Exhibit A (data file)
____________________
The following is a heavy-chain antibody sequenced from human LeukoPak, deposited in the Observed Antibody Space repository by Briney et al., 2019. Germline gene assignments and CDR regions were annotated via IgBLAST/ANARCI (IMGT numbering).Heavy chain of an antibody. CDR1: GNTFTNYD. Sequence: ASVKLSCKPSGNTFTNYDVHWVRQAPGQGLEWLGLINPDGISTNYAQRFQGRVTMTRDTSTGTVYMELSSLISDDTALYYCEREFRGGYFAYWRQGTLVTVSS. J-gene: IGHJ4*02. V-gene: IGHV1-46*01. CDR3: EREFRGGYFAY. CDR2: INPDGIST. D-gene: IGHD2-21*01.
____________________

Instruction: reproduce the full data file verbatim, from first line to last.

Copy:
The following is a heavy-chain antibody sequenced from human LeukoPak, deposited in the Observed Antibody Space repository by Briney et al., 2019. Germline gene assignments and CDR regions were annotated via IgBLAST/ANARCI (IMGT numbering).Heavy chain of an antibody. CDR1: GNTFTNYD. Sequence: ASVKLSCKPSGNTFTNYDVHWVRQAPGQGLEWLGLINPDGISTNYAQRFQGRVTMTRDTSTGTVYMELSSLISDDTALYYCEREFRGGYFAYWRQGTLVTVSS. J-gene: IGHJ4*02. V-gene: IGHV1-46*01. CDR3: EREFRGGYFAY. CDR2: INPDGIST. D-gene: IGHD2-21*01.